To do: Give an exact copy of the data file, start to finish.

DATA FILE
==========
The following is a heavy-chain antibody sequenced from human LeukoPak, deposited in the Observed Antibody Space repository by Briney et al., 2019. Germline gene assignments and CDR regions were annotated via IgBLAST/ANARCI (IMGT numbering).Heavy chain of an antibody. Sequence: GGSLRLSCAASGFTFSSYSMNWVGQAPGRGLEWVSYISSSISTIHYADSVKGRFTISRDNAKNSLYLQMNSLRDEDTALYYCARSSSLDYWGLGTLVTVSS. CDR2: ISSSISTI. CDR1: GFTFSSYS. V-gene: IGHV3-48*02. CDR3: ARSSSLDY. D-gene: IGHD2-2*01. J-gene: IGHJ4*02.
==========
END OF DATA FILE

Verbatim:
The following is a heavy-chain antibody sequenced from human LeukoPak, deposited in the Observed Antibody Space repository by Briney et al., 2019. Germline gene assignments and CDR regions were annotated via IgBLAST/ANARCI (IMGT numbering).Heavy chain of an antibody. Sequence: GGSLRLSCAASGFTFSSYSMNWVGQAPGRGLEWVSYISSSISTIHYADSVKGRFTISRDNAKNSLYLQMNSLRDEDTALYYCARSSSLDYWGLGTLVTVSS. CDR2: ISSSISTI. CDR1: GFTFSSYS. V-gene: IGHV3-48*02. CDR3: ARSSSLDY. D-gene: IGHD2-2*01. J-gene: IGHJ4*02.